Appendix L: Planning Resources

I. Bloom's Taxonomy (Cognitive Domain for Teaching)

It is critical for educators to address all cognitive levels of the students through our instruction, challenging ourselves to challenge them in their thinking and their production. A way to “check ourselves” to see that we are reaching each of these levels, is to build in appropriate performance tasks for them in our lessons. Consider the use of Bloom’s Taxonomy to assist in the development of lesson plans. Listed below are the six levels of cognition that Bloom has addressed, and explanation of each, and a suggested list of “verbs” to use in the directions for the performance task given the students.


Represents the lowest level of objectives. The definition of knowledge for this level is remembering previously learned material. The requirement is simple recall. The range of information may vary from simple facts to complex theories, but regardless of the complexity, knowledge is the cognitive level being utilized by the brain.
Examples of verbs or phrases to use to direct the desired learning task include: define, fill in the blank, identify, label, list, locate, match, memorize, name, spell, state, tell, and underline.


Is the first step beyond simple recall. It is the first level at which we see demonstration and understanding of information. It is the ability to apprehend, grasp, and interpret the meaning of material.
Examples of verbs or phrases to use to direct the desired learning task include: convert, describe, explain, interpret, paraphrase, put in order, restate, retell in your own words, rewrite, and summarize.


Is the ability to show the pertinence of principles to different situations. At this level, students may apply concepts or methods to actual concrete problems. This thinking skill tells that a student can transfer selected information to a life problem or a new task with a minimum of direction.
Examples of verbs or phrases to use to direct the desired learning task include: compute, conclude, construct, demonstrate, determine, draw, give an example, illustrate, make, show, and solve.


Requires more than knowledge, comprehension, and application. It also requires an understanding of the underlying structure of the material. Analysis is the ability to break down material to its functional elements for better understanding of the organization. Analysis may include identifying parts and clarifying relationships among parts. This thinking skill tells that a student can examine, take apart, classify, predict, and draw conclusions.
Examples of verbs or phrases to use to direct the desired learning task include: categorize, classify, compare, contrast, debate, deduct, determine the factors, diagnose, diagram, examine, and specify.


Requires the formulation of new understandings. If analysis stresses the parts, synthesis stresses the whole. Components of concepts may be reorganized into new patterns and new wholes. A student can originate, combine, and integrate parts of prior knowledge into a new product, plan, or proposal.
Examples of verbs or phrases to use to direct the desired learning task include: change, combine, compose, construct, create, design, find an unusual way, formulate, generate, invent, predict, produce, pretend, rearrange, reorganize, suggest, and visualize.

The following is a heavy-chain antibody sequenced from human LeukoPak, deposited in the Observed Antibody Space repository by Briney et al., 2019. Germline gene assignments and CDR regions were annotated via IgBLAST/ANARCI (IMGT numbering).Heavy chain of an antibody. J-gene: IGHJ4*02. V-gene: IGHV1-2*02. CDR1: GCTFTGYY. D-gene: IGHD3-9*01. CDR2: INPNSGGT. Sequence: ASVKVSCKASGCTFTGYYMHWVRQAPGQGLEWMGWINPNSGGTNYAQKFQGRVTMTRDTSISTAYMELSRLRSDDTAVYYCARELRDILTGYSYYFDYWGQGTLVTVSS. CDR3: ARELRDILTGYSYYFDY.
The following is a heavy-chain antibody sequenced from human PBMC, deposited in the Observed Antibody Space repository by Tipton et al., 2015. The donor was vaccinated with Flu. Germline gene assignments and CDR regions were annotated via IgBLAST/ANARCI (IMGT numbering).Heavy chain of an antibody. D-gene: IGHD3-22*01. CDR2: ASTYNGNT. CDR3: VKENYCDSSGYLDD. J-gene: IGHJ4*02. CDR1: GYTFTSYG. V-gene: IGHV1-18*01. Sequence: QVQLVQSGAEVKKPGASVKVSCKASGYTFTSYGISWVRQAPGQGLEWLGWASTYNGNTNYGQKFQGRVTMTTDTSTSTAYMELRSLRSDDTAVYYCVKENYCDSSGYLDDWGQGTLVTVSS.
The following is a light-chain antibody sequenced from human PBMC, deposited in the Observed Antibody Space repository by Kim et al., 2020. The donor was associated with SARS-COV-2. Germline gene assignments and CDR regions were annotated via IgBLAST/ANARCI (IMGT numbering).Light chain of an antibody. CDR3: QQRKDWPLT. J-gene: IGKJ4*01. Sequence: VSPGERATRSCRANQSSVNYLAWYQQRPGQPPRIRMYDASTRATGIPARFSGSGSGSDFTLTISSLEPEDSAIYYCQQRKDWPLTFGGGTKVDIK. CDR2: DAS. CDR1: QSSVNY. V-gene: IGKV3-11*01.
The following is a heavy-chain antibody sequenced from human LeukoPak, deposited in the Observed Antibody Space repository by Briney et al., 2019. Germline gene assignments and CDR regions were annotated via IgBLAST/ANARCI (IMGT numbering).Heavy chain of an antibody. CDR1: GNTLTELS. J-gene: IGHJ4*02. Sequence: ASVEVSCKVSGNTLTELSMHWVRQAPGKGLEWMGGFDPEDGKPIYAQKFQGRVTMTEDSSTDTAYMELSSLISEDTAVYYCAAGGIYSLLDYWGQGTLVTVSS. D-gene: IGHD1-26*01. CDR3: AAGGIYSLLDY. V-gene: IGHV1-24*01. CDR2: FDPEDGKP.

Is the highest level of learning results in the hierarchy. It includes all the other levels plus the ability to make judgment, assess, or criticize based on evidence and clearly defined criteria.
Examples of verbs or phrases to use to direct the desired learning task include: appraise, choose, compare, conclude, decide, defend, evaluate, give your opinion, judge, justify, prioritize, rank, rate, select, support, and value.

Trowbridge, L., Bybee, R., & Powell, J. (2000). Teaching Secondary School Science: Strategies for Developing Scientific Literacy. NJ: Prentice-Hall.
Wong, H., & Wong, T. (1998). How to be an Effective Teacher: The First Days of School. CA: Harry K. Wong Publications.

II. Where do Questions & Performance Tasks Fall?

There is an art to asking questions. You should ask questions that are clear, logically sequenced, and adapted to the level of the learners, (Goethals, et. al., 2004). The types of performance tasks we have students perform are equally important to their level of learning. As beginning teachers, we should consider making use of a chart similar to the one below, recording a sampling of the questions and/or performance tasks we ask of our students, either during instruction or assessment. Referring to the information on Bloom’s Taxonomy on the previous page, we can determine which cognitive level our question/tasks address, making an effort to develop those that incorporate all levels of thinking.

Questions/ Performance TasksKnowledgeComprehensionApplicationAnalysisSynthesisEvaluation

The best use of this chart is to record all anticipated questions or tasks for a particular lesson and determine the cognitive range of questioning and performance, as well as their frequency at specific levels. It is also an excellent planning tool for preparing assessment questions and tasks.

The idea for this chart is credited to:

Goethals, M., et. al. (2004). Student Teaching: A Process Approach to Reflective Practice. NJ: Pearson, Merrill Prentice Hall.